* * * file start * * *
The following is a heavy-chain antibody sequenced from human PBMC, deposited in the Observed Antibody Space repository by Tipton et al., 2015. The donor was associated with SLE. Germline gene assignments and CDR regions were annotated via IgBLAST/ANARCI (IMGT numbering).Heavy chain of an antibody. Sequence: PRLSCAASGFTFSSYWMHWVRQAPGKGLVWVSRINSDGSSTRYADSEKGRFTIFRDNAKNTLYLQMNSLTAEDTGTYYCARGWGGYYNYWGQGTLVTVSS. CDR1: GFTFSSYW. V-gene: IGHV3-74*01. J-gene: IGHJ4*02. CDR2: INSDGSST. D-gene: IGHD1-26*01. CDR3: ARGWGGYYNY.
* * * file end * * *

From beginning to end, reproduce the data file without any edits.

The following is a heavy-chain antibody sequenced from human PBMC, deposited in the Observed Antibody Space repository by Tipton et al., 2015. The donor was associated with SLE. Germline gene assignments and CDR regions were annotated via IgBLAST/ANARCI (IMGT numbering).Heavy chain of an antibody. Sequence: PRLSCAASGFTFSSYWMHWVRQAPGKGLVWVSRINSDGSSTRYADSEKGRFTIFRDNAKNTLYLQMNSLTAEDTGTYYCARGWGGYYNYWGQGTLVTVSS. CDR1: GFTFSSYW. V-gene: IGHV3-74*01. J-gene: IGHJ4*02. CDR2: INSDGSST. D-gene: IGHD1-26*01. CDR3: ARGWGGYYNY.